Contact: Democratic Leader Scott Inman

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Legislators Must ‘Make Our Children Their Top Priority,’
House Democratic Leader Advises Rally Participants

Rep. Scott Inman (D-94)

Rep. Scott Inman (D-94)

OKLAHOMA CITY – Supporters of public education who assembled by the thousands at the State Capitol on Monday should “demand that their legislators make our children their top priority,” House Democratic Leader Scott Inman asserted.

Last year an estimated 25,000 teachers assembled at the Capitol to rally for two things in particular, the Del City Democrat related:

  • Enactment of House Bill 2642, which would have guaranteed $600 million in new funding for public schools over the next decade, or $60 million per year;
  • “A halt to irresponsible tax cuts that did little to improve the lives of Oklahoma’s citizens but did a great deal more to erode funding for our students.”

“That’s why you rallied” at the Capitol a year ago, Inman said. “But today you rally because your elected officials … cavalierly ignored your top two demands…”

In fact, less than 24 hours after the education rally concluded and the teachers drove back home, “before the parking lot had been swept and the port-a-potties had even been hauled away,” the state Senate Finance Committee passed a measure to cut personal and corporate income taxes by $200 million per year, Inman recalled.

Simultaneously the Legislature was coping with a $188 million budget shortfall, and funding for public education had been reduced by more than $200 million – “more than any other state in the nation,” Inman said. In addition, HB 2642 died in a House/Senate conference committee on the last day of the 2014 legislative session.

Meanwhile, enrollment in public schools has grown by 40,000 students over the past six years, to 681,000 students; Oklahoma has the third-lowest average per-pupil funding level in the nation, leading only Nevada and Utah; and Oklahoma schools are coping with about 1,000 teaching vacancies.

Instead of injecting more money into school classrooms to alleviate these problems, the Republican-dominated Legislature has introduced voucher legislation “that will only serve to divert more money away from public education instead of toward it,” Inman said.

“And just as depressingly, the way they show their support for Oklahoma teachers is by passing House Bill 1749,” which would forbid any state agency from making payroll deductions “on behalf of a state employee for membership dues in any public employee association or organization or professional organization that … collectively bargains on behalf of its membership.” That measure cleared the Legislature last week and will be sent to the governor.

Inman exhorted his audience to “seek out and find your Representatives and Senators” and “call upon our governor” to “put an end to the fiscal insanity that has plagued our school children these last five years.”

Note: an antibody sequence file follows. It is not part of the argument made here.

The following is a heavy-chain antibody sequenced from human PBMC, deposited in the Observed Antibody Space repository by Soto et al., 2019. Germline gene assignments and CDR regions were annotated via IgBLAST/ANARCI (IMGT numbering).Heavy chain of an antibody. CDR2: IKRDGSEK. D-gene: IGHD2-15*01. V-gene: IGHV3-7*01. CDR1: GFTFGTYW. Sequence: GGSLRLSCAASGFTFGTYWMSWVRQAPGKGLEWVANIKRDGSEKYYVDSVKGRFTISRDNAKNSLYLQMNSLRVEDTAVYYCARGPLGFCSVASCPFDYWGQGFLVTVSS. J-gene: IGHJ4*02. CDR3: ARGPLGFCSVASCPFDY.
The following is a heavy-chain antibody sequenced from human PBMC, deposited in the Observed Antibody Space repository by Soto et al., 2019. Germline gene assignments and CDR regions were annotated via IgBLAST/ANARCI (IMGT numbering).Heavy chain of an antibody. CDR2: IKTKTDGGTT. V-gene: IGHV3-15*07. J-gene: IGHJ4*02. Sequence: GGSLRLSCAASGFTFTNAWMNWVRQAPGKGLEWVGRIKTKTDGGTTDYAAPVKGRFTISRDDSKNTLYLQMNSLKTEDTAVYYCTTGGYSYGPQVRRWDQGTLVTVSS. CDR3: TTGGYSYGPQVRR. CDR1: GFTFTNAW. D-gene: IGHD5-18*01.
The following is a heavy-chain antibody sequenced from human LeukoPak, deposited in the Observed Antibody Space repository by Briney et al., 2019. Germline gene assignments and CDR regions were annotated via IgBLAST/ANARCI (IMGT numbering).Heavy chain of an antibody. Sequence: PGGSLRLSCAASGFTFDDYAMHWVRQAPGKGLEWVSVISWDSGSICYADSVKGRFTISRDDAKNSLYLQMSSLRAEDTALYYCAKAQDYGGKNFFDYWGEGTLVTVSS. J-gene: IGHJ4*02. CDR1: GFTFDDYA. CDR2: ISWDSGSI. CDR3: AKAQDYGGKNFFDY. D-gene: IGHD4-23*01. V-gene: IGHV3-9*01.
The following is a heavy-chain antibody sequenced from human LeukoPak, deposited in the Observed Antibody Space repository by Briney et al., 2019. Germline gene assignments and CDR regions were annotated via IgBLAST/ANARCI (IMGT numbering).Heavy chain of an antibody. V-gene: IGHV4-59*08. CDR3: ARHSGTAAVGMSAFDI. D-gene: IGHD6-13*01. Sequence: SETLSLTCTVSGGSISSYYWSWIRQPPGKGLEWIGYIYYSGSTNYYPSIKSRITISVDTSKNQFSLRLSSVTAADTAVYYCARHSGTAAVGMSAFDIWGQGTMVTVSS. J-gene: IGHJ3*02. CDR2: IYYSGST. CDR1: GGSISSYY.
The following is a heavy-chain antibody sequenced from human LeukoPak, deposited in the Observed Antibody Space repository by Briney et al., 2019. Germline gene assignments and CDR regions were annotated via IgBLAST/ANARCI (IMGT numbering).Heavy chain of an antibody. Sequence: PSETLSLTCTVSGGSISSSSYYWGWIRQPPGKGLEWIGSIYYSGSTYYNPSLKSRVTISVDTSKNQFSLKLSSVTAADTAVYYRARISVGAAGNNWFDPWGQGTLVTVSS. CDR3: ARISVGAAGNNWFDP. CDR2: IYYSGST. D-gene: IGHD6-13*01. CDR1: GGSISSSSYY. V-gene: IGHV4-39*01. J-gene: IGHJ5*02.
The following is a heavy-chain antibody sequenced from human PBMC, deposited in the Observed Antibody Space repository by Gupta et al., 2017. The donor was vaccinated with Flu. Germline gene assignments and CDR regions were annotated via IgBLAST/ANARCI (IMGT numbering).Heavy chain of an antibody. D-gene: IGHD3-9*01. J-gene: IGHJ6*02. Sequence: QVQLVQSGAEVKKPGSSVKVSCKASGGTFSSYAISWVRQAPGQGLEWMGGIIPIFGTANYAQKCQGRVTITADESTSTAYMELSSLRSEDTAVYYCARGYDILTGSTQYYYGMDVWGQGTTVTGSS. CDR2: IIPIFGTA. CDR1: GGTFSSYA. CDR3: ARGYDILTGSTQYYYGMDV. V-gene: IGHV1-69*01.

Inman acknowledged that “these are tough budget times.” The Legislature has $611 million less to spend this year than it did last year. Nevertheless, he said, supporters of public education should demand three things this year:

  • The Legislature “must do more than pass another flat education budget, or worse yet, pass another budget that cuts funding for our schools.”
  • Raising Oklahoma’s “dismal” teacher salaries must be a priority among state lawmakers. Oklahoma’s average annual teacher salary is the fourth-lowest in the nation, ahead of only Mississippi, Idaho and South Dakota.
  • Curtail increased government mandates and high-stakes testing “that only serve to eliminate local control, not foster it.”

In response to those who ask how those proposed reforms would be financed, Inman offered three suggestions:

  • “Put a halt” to the looming state income-tax cut, which goes into effect Jan. 1, 2016. The Oklahoma Tax Commission has calculated that the reduction will cost the state treasury $57 million in Fiscal Year 2016, $147 million in FY 2017, nearly $199 million in FY 2018, and $267 million in FY 2019. Some or all of that revenue should be devoted to education, Inman indicated.
  • “Get a handle” on the billions of dollars in tax credits and exemptions “our state gives away.” Offering incentives to businesses is important, he conceded, but it’s not more important than educating children. “What have we accomplished,” he asked rhetorically, “if we entice businesses to our state but have failed to properly educate the workforce they need to fill their jobs?”
  • As the State of Oklahoma “grows out of this economic hole,” the Legislature “should treat our schools just like it has treated our roads and bridges,” Inman said. Since the Legislature has pumped an extra $59.7 million into state roads and bridges each of the last two years, and is tentatively scheduled to do the same for the next two years, as well, “then we certainly can see fit to spend $60 million to improve the lives of our kids,” the father of two young girls said.

“A lack of accountability” has enabled Oklahoma’s education shortcomings to fester, Inman said. Every legislator who was responsible for the failure of HB 2642 “and for passing those irresponsible tax cuts” was re-elected last year and sent back to the Capitol.

Inman urged those participating in the rally to confront their legislators and tell them, politely but bluntly, “If you can’t find a way to make educating our children YOUR top priority, then I’ll find a way to make replacing you MINE!”


Media Director, Democratic Caucus
Oklahoma House of Representatives
(405) 962-7819 office
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